Telescope used to observe USS Chesapeake vs HMS Shannon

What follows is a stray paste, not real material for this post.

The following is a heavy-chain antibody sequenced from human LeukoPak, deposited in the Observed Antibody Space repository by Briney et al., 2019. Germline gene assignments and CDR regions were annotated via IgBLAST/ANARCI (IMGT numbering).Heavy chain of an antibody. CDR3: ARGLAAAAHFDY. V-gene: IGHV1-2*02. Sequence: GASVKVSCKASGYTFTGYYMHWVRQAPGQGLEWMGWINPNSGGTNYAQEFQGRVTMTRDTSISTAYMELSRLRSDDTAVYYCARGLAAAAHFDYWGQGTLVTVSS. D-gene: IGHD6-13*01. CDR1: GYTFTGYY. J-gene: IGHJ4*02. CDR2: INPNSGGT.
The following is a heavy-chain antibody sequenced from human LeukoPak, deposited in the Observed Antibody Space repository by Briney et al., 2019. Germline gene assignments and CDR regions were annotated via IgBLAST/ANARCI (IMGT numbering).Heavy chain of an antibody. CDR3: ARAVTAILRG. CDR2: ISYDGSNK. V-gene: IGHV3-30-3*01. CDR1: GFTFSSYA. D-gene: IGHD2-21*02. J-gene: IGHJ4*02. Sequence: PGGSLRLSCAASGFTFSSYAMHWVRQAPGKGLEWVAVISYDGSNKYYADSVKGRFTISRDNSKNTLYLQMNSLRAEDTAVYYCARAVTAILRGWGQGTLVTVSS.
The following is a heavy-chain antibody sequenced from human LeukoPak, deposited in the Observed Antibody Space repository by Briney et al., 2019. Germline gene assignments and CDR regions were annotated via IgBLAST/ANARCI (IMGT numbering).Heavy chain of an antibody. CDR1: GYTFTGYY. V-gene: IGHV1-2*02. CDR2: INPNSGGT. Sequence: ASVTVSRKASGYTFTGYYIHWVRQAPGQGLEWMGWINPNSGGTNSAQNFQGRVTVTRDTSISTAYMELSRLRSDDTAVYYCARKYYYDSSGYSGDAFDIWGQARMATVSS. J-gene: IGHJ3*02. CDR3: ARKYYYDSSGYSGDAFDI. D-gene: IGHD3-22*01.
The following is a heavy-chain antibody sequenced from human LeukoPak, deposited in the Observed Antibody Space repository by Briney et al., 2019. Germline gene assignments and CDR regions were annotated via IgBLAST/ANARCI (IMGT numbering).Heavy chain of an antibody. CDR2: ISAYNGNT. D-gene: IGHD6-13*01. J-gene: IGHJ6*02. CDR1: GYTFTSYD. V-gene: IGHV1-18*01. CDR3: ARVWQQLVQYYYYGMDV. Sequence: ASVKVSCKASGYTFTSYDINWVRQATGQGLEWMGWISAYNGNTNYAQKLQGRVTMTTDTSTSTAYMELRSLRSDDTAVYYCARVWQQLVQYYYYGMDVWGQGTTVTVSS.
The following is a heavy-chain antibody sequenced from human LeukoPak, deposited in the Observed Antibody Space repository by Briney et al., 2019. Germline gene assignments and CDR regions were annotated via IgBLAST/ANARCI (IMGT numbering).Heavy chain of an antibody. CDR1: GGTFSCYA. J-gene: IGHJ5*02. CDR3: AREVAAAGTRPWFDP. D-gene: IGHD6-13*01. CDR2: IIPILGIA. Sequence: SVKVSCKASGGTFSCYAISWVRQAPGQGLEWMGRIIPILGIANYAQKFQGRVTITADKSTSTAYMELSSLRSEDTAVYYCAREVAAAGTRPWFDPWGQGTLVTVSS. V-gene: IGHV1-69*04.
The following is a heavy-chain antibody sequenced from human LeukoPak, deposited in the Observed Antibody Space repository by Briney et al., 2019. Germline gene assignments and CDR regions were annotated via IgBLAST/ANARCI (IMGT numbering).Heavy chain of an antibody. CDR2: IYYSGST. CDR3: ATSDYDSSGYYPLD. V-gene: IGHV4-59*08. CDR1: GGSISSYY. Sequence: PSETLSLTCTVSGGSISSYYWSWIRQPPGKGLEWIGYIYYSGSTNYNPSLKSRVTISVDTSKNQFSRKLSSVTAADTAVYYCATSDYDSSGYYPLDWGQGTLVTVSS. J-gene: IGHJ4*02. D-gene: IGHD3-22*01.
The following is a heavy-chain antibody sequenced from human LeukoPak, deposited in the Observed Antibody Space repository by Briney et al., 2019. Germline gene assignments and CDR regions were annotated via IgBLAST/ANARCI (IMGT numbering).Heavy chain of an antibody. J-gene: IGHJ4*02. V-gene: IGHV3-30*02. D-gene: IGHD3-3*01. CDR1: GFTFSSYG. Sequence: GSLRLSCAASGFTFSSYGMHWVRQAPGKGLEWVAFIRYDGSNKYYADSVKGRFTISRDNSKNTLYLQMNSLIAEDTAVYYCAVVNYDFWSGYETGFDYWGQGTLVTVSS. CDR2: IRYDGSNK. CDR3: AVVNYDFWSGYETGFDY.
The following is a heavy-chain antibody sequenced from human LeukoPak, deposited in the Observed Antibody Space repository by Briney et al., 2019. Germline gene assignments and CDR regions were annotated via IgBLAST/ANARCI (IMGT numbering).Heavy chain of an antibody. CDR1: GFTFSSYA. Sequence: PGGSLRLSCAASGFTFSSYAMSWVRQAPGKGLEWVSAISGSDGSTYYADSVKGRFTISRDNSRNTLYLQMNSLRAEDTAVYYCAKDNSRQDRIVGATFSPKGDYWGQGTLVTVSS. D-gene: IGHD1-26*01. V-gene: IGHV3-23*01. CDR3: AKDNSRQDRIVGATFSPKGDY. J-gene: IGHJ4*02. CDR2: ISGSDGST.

Caleb Pratt, nephew of Massachusetts Governor John Brooks, used this telescope to observe the battle between USS Chesapeake and HMS Shannon off Boston Light on June 1, 1813. A small plaque on the telescope notes its origin as a gift to Pratt from Brooks on April 18, 1802. The plaque, presumably added later by Pratt, commemorates the telescope’s apparent use in observing the battle from the hills overlooking outer Boston Harbor and Massachusetts Bay. HMS Shannon had been stationed off Boston for some time, hoping to lure USS Chesapeake out of the harbor. Shannon’s captain, Philip Broke, had been in command of his ship for seven years, during which he focused extensively on gunnery training with his crew and dramatically improved their efficiency and deadliness. Captain James Lawrence, on the other hand, had taken command of USS Chesapeake just 12 days earlier. He had an inexperienced crew, many of whom had not been in battle before. Despite this, Lawrence boldly sailed out to meet the Shannon. In less than 15 minutes, as crowds watched from the shore, Chesapeake was disabled and overrun by British boarders. As the wounded Lawrence was carried below, he issued his famous order, “Don’t give up the ship!” Although Chesapeake was lost to the British, Lawrence’s phrase became renowned as a battle cry of the United States Navy.